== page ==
Five Key Technologies Shaping the Future of Software Delivery
If you’re ready to take your software delivery to the next level, consider looking into these five key concepts that are quickly becoming essential to modern software delivery.
Improving software delivery is a never-ending journey of continuous improvement. Technologies that underpin software delivery are rapidly evolving to make processes faster, easier, and more efficient. If you’re ready to take your software delivery to the next level, consider looking into these five key concepts that are quickly becoming essential to modern software delivery.
What it is: GitOps is an approach for companies looking to simplify deployments of cloud-native applications. Whether it’s adding a firewall rule, defining a VPC, or fixing a UI bug, all of it comes from a central plane of source control.
Why it matters: In GitOps, the Git repository serves as the authority on the desired state of the application. Every change or rollback is funneled through Git pull requests, Git reverts, and actions oriented around the version control system.
Benefits to the business: GitOps allows developers to have their version control system as the authoritative source to look for answers about every configuration they care about. The benefits of this include faster onboarding, an enhanced developer experience, and increased productivity due to less “context switching,” or having to shift attention between different tasks, apps, or projects.
What it is: DevSecOps is short for development, security, and operations. It’s a methodology in which engineering teams run security scans throughout the entire software delivery lifecycle (SDLC), so they can find and fix vulnerabilities before code makes it to the end user.
Why it matters: Traditional application security approaches are no longer adequate given today’s rapid pace of software delivery, so companies have begun to use security practices that implement DevOps concepts. Using this approach, development teams can achieve high velocity software delivery with developer-first security and governance baked in.
Benefits to the business: DevSecOps is far more than just getting developers to run security tests. It's a practice and methodology to reduce security risks for the end user by automating security processes and expanding information security beyond a small team of security experts. With DevSecOps, security is a part of the development process, not an afterthought.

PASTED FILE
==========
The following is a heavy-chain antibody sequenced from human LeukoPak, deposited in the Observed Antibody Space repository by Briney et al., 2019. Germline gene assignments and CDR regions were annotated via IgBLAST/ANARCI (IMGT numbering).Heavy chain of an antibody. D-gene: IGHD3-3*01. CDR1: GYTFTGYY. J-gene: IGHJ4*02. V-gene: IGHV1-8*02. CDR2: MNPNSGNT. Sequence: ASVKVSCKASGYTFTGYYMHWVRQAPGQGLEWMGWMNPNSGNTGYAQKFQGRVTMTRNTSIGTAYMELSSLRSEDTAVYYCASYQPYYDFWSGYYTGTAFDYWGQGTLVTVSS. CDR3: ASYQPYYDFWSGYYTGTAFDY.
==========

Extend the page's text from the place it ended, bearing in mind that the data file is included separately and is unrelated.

#3 Chaos Engineering
What it is: Chaos engineering is the science behind intentionally injecting failure into systems to gauge resiliency. Chaos experiments go beyond traditional unit, integration, and system tests and more closely represent random failures in a real-world production environment. These experiments equip teams with an understanding of application and infrastructure weaknesses to proactively create resilience and prevent costly downtime.
Why it matters: The cost of unplanned downtime along with an increase in systems-level complexity have created a heightened need to evolve how we test cloud-native systems.
Injecting chaos through CI/CD enables developers to build greater reliability into applications earlier in the SDLC.
Benefits to the business: Unplanned downtime can have significant financial, brand, and reputational impacts. Chaos engineering allows companies to identify weak points in applications and environments earlier in the SDLC, helping them deliver more reliable systems.
#4 Feature Management Combined with CI/CD
What it is: Feature management, or feature flags, give developers the ability to wrap different versions of code in conditional statements that can be turned on and off at will. Combining feature management with CI/CD gives developers end-to-end control and visibility from build to deploy and release.
Why it matters: As developers push the boundaries of CI/CD, they’re running into problems at the deployment end of the process stemming from a lack of control in production. That’s where feature management comes in to allow developers to push code into production behind a flag, so features can be tested before they’re rolled out to all users.
Benefits to the business: Combining feature flags with CI/CD minimizes risk by giving a unified view of metrics, audit logs, governance, and security. Because feature flags decouple deployment from release, the business is given control over when users or customers will see a feature. For the business, it means shipping features faster, incurring less risk, and keeping both internal developers and external customers happier.
What it is: Policy-as-code allows users to codify policy decisions in software. It decouples decision logic from business logic in services. Treating policy as code allows for automated decision-making, giving developers and engineers the independence to manage feature-defining work without sacrificing compliance.
Why it matters: When governance is decentralized, development teams can miss quality checks or approvals, introduce vulnerabilities, or break compliance. Organizations need to balance autonomy and governance, so they can empower teams with the confidence that they are adhering to all compliance standards and security policies – all without slowing down innovation.
Benefits to the business: Treating policy as code allows for automated decision-making, giving developers and engineers the independence to manage feature defining work without sacrificing compliance. It’s a win for developers AND a win for the business.
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